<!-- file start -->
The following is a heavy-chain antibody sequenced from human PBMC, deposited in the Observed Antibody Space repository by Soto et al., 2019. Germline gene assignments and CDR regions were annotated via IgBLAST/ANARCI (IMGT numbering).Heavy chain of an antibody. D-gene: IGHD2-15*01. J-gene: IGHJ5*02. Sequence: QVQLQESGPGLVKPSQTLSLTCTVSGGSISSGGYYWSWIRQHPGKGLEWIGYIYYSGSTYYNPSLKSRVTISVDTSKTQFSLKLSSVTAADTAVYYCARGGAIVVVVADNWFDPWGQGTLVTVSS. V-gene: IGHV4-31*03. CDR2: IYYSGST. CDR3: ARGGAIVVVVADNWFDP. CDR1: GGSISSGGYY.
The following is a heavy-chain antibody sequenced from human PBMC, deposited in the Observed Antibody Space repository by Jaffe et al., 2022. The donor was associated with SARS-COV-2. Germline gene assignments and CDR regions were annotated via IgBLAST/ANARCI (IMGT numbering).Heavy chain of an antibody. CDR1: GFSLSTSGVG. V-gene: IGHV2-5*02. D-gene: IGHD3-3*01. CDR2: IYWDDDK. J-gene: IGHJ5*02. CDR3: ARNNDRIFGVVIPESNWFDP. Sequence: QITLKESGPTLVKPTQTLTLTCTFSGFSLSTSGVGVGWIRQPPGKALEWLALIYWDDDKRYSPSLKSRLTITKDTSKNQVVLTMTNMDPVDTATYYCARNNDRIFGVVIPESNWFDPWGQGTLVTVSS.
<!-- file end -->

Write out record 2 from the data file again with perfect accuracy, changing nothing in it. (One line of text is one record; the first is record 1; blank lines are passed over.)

The following is a heavy-chain antibody sequenced from human PBMC, deposited in the Observed Antibody Space repository by Jaffe et al., 2022. The donor was associated with SARS-COV-2. Germline gene assignments and CDR regions were annotated via IgBLAST/ANARCI (IMGT numbering).Heavy chain of an antibody. CDR1: GFSLSTSGVG. V-gene: IGHV2-5*02. D-gene: IGHD3-3*01. CDR2: IYWDDDK. J-gene: IGHJ5*02. CDR3: ARNNDRIFGVVIPESNWFDP. Sequence: QITLKESGPTLVKPTQTLTLTCTFSGFSLSTSGVGVGWIRQPPGKALEWLALIYWDDDKRYSPSLKSRLTITKDTSKNQVVLTMTNMDPVDTATYYCARNNDRIFGVVIPESNWFDPWGQGTLVTVSS.